It had been months since any progress has been made with this particular prospect. I used to struggle a little as to whether I was ahead of the market readiness for my product or if in fact I was not doing such a great job getting business through my pipeline. In this case the Insurance industry was complex and where mergers and acquisitions created multiple billing systems of the legacy variety slowing the advancement of payment solutions for policyholders. So, when my prospect called and said they were ready to meet, to say the least it piqued my curiosity.
Previous meeting with this prospect were shall we say “frosty”. The folks on the other side of the table for some reason were not so receptive to salespeople and it was one of the few times in my career that no matter what I seemed to do, I would get a tongue lashing from the prospect. I dutifully prepared for the call, making sure I had all my ducks in a row. One thing I always liked to do was to review the company’s leadership and other relevant facts to be conversational. Like so many other sales calls I had to travel to the prospect which for me meant most of the time connecting flights to get to a destination. The prospect was in a large city but not one with many direct flights. As I was about to board the second flight my phone rang and the familiar voice of the assistant to the Vice President, I was meeting spoke on the other end of the phone. “I am sorry Mr. McNamara; we need to reschedule the meeting today.”
The human brain is an amazing instrument and it is unbelievable how quickly it can process and react. For a salesperson I think there is even a more heightened sense of reality that kicks in too. Turns out the Vice President I was going to see had been dismissed from their role the day before for shall we say not being so nice to their staff. Glad, I was not the only one. In that nano second, I had to think. I told the assistant that I had already landed and was on the way to their offices. Not entirely true, I had landed, and I was on my way to their offices, I was just 400 miles further away than she now believed. “Ok Let me see what I can do”, she said. After a brief hold she indicated that the Senior Vice President would now take the meeting.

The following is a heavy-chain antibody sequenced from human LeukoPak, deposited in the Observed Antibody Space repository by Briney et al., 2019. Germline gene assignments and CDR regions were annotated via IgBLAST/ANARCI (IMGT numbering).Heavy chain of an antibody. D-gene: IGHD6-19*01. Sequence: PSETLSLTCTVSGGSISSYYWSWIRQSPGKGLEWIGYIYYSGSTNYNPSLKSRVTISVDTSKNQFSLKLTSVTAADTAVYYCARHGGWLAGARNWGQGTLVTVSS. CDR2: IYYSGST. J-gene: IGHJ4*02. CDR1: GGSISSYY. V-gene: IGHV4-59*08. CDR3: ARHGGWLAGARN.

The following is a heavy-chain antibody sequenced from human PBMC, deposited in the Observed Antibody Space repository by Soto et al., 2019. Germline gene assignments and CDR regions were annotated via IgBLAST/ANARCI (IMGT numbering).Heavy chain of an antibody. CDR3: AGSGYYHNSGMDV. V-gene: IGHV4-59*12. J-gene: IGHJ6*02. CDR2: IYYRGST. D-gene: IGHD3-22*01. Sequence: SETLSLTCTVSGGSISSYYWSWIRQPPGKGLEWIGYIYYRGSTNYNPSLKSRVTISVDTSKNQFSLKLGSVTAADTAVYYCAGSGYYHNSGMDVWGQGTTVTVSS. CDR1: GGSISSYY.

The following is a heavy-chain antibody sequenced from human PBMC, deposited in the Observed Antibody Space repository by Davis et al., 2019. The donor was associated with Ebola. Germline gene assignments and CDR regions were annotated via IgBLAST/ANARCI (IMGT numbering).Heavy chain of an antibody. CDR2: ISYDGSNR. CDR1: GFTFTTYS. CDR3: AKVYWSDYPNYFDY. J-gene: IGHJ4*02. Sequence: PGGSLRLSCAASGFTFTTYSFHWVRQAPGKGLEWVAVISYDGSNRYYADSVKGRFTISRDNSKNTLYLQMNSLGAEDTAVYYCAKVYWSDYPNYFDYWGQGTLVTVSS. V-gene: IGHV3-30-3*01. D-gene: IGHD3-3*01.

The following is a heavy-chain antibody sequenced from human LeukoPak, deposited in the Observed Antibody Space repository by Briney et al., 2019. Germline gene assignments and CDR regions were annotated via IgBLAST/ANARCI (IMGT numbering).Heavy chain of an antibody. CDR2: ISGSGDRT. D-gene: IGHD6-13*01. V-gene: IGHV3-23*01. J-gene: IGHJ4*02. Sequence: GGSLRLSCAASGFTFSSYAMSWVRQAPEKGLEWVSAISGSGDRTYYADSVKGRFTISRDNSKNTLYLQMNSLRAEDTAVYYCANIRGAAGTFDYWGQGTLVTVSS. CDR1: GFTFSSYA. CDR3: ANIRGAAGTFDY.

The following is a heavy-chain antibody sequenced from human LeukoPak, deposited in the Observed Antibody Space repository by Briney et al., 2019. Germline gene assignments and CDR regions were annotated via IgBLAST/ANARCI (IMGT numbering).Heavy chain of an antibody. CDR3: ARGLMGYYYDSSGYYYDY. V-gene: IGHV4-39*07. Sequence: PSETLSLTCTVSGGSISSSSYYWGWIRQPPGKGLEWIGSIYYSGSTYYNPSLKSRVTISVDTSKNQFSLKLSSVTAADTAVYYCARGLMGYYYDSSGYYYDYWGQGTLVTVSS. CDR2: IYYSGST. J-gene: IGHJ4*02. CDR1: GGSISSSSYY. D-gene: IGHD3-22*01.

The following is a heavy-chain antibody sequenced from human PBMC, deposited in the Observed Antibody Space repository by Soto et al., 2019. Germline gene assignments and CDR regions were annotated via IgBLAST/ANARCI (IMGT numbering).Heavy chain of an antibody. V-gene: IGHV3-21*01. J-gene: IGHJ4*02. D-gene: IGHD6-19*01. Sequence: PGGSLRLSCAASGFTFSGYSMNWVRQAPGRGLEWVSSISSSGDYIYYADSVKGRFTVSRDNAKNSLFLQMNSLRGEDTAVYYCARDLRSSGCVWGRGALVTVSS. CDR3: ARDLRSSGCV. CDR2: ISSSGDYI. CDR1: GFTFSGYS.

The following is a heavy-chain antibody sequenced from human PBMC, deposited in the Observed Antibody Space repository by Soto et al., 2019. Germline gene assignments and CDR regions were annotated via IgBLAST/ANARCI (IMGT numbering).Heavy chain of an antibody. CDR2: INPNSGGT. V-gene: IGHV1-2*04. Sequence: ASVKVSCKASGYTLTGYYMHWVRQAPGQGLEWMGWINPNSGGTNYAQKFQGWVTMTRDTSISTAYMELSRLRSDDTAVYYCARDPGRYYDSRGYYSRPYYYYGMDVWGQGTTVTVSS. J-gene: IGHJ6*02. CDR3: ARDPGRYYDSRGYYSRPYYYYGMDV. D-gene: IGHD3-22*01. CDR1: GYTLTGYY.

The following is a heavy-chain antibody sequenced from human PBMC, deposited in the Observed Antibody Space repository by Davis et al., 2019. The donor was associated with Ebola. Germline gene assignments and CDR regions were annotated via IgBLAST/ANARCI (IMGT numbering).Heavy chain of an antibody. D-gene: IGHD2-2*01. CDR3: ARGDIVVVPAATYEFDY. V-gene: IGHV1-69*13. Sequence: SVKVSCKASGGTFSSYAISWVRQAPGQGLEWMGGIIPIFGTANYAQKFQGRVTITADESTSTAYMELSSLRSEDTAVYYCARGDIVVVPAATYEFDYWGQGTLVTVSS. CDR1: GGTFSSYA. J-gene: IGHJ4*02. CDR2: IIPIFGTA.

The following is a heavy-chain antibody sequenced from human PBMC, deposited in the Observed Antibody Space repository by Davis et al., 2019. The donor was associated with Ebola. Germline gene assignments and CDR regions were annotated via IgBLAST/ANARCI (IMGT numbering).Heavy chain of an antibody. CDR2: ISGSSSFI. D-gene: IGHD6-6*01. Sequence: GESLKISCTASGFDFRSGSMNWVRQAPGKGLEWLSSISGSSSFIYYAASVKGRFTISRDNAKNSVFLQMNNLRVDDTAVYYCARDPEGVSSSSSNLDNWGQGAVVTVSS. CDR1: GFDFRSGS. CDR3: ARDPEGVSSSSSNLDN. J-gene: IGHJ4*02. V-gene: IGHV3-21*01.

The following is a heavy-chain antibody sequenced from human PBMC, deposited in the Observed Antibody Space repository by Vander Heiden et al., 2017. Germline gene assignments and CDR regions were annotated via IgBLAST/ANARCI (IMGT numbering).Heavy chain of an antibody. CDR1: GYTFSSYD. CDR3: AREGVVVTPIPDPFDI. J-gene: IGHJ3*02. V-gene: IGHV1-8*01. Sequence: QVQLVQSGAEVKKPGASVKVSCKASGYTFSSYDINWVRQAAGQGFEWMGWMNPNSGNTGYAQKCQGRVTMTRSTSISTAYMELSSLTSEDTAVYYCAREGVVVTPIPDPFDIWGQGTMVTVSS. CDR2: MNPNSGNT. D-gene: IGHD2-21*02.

The meeting with the SVP went well. Turns out my contact had not shared with their organization any of the information, data, or benefits that our services would provide. They would need to get back to me. As I left the meeting, I had to take the elevator down to ground level from the 25th floor. Soon I would be on my way home and reporting into my leadership on the progress of the day. In my haste I thought I had selected the lobby button, the doors to the elevator closed and to my surprise it started up, not down. After a few seconds, the familiar ding most elevators emit sounded as the doors opened on the 35th floor. A tall fair-haired man stepped forward. What looked like his assistant was pushing some papers into his hand telling him the time of his next appointment. As he looked up and entered, I instantly reached out my hand and greeted him by his name and introduced myself. For the second time that day the brain had kicked in to help me out. I was in the elevator with the CEO.
It is incredible what can be said and shared in a minute or less. During that time, I was able to introduce myself, tell this person, why I was there who I had met and what the purpose of the meeting was and how it could benefit the organizations policyholders. He shared that he had just played golf with our CFO in the last week at a charity event and that he would follow up with the SVP I had met to get a briefing. We even had time to joke a little about each of our golf games before the elevator opened in the lobby, As he exited the elevator he indicated to me to let him know if there was anything he could do.
As salespeople we must always be ready. We never know the time or place where opportunity will arise that can help our sales process. This chance encounter was just that, a chance. Being able to succinctly articulate your purpose and value in a very short space of time while making an impression is the Art form of sales. When you get the opportunity for that so-called elevator pitch, seize it because 35 floors will be gone in 45 Seconds.
Roger McNamara Bio:
Roger is a 25+-year veteran of the Payments Industry, most recently as the Director of Business Development with American Express in the US. He has worked on the largest Acquisition targets for acceptance across multiple Industries and across the globe that include : Airlines, Communications, Technology, Cruise Lines, Entertainment, Fractional Jet, Freight, Government, Healthcare, Insurance, Oil & Gas Residential Rent, Restaurants, QSR’s, Retail, Services, Supermarkets, Travel, Vehicle Sales and B2B Wholesale. Over that time, he has sold more than $200 Billion worth of Card processing and became an expert in Bankcard Interchange and Discount Rates how they are calculated and what merchant pay to accept Credit and how this is dramatically different from what they believe they pay. He is an expert in Merchant Statement analysis and payment processing and the rules and regulations associated with payments and the associations. Roger has also developed the insight for Merchant Services Salesforces and salesforces in general to be able to better position their products and gain share particularly B2B. Let him show you how you can too. He can be reached at Guide2Interchange@gmail.com